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THE ORLANDO SENTINEL
Party Pushes Pesquera For Governor's Job
by Ivan Roman
June 14, 1999
Copyright © 1999 THE ORLANDO SENTINEL
SAN JUAN, Puerto Rico -- Citing his glasses and baby face,
some call him their Clark Kent, despite his salt and pepper hair.
Drawings of him with the red Superman "S" logo on
his chest have been sighted. With Gov.Pedro Rossello out of the
race for 2000, some New Progressive Party faithful see Transportation
and Public Works Secretary Carlos Pesquera as their hero. He could
keep the Governor's Mansion from falling into the hands of the
rival Popular Democratic Party.
After Rossello's surprise announcement June 1 that he wouldn't
run for a third term, the NPP's leadership began 90 hours of feverish
meetings, phone calls, and negotiations. A faction of younger
professionals was trying to fashion a slate.
Other more veteran party loyalists quickly went into action
to block the move and fight for their space. Republicans and the
business elite also shifted into gear to find the ideal person.
When the dust settled, the slate seemed to have a mix, and
the four candidates who had emerged for governor were whittled
down to one: Pesquera.
He heads the party leadership's anointed slate nicknamed "the
three C's," all named Carlos: Carlos Pesquera for governor;
Resident Commissioner Carlos Romero Barcelo for re-election; and
Senate President Carlos "Charlie" Rodriguez for mayor
of San Juan.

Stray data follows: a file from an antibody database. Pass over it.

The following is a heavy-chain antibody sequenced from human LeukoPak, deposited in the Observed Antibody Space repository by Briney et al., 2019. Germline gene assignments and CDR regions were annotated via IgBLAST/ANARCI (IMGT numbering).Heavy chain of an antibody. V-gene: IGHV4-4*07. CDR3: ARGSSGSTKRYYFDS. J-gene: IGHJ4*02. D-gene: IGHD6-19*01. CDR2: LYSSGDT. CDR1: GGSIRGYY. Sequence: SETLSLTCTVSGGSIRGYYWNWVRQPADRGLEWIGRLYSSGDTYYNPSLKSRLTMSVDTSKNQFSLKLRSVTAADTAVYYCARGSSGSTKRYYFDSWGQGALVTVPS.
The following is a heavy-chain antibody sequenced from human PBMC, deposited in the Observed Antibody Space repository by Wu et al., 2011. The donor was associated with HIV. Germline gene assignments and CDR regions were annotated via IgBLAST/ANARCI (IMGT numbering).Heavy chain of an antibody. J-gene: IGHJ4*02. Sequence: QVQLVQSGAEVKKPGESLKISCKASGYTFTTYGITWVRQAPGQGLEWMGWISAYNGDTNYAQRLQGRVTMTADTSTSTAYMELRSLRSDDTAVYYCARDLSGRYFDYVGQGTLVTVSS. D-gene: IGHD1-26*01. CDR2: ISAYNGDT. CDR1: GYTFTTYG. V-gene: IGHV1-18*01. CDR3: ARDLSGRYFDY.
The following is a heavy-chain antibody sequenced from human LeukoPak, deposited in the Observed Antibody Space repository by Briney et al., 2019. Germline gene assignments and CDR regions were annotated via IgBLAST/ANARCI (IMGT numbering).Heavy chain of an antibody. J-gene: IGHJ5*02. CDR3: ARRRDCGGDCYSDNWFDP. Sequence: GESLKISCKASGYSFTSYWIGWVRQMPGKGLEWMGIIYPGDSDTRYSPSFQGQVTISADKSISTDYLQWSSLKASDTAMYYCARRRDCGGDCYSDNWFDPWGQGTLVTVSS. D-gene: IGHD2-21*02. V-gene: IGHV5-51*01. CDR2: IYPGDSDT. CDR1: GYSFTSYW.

At his first news conference after his announcement, Rossello
said he wouldn't select a successor and candidates would have
to win people's support. But Pesquera was right next to him, waiting
to travel with the governor on a helicopter to a groundbreaking
in the mountainous central part of the island.
After the news conference, Rossello pointed to Pesquera and
smiled as they got into the car to head for the heliport.
At the ceremony in Orocovis, Rossello, in characteristic fashion,
danced to Puerto Rican pop star Chayanne's song "Salome"
when making his entrance.
Although admittedly very stiff and not very good at it, Pesquera
joined in. "He's getting the rhythm," Rossello said.
This was all on the eve of the NPP's State Central Board meeting
on the island's eastern tip, where the slate with the top three
was unofficially approved just five days after Rossello's announcement.
Rodriguez, who also talked of running for governor, had to settle
for mayor of San Juan, a position often used as a springboard
to the governor's job.
Luis Fortuno, former Tourism and Government Development Bank
director, had bowed out the day before. A bitter Police Superintendent
Pedro Toledo, citing his disillusionment with the party leadership's
wheeling and dealing, also withdrew.
"In three days I've learned more than in 30 years fighting
crime and delinquents," Toledo said.
So everything seemed set. Ah, but then came a glitch. His name
is Sen. Jorge Santini, a candidate for mayor of San Juan who actually
lives there, unlike Rodriguez who lives in neighboring Carolina
and would have to move.
High-ranking party leaders in San Juan have been pressuring
Santini to step aside, calling on rank-and-file NPP activists
and lobbying them to back Rodriguez and feeding the media daily
reports that Santini is withdrawing.
Santini, however, is on the radio constantly, denying the rumors.
Fed up with the situation, 80 angry NPP activists showed up at
House Speaker Edison Misla Aldarondo's offices in the Capitol
on Thursday to tell him to butt out and let the primary happen.
They are tired, they say, of having an anointed candidate "imposed"
on them. They say that's why San Juan hasn't had an NPP mayor
"I'm tired of having to get up every morning and keep
repeating that I have not withdrawn from the race," Santini
said. "I don't want anyone to make this out to be a nasty
battle when it's not. This is competition amongst brothers."